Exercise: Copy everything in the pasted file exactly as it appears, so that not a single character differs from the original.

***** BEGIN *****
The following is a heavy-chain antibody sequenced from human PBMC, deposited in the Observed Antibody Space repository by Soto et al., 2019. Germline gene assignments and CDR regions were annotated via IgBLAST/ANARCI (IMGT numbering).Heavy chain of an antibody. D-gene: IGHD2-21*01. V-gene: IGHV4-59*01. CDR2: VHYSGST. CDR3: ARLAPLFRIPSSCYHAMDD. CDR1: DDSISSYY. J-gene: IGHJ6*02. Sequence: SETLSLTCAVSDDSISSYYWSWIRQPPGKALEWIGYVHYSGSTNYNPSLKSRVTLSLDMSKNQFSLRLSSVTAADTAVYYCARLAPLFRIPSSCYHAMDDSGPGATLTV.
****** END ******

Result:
The following is a heavy-chain antibody sequenced from human PBMC, deposited in the Observed Antibody Space repository by Soto et al., 2019. Germline gene assignments and CDR regions were annotated via IgBLAST/ANARCI (IMGT numbering).Heavy chain of an antibody. D-gene: IGHD2-21*01. V-gene: IGHV4-59*01. CDR2: VHYSGST. CDR3: ARLAPLFRIPSSCYHAMDD. CDR1: DDSISSYY. J-gene: IGHJ6*02. Sequence: SETLSLTCAVSDDSISSYYWSWIRQPPGKALEWIGYVHYSGSTNYNPSLKSRVTLSLDMSKNQFSLRLSSVTAADTAVYYCARLAPLFRIPSSCYHAMDDSGPGATLTV.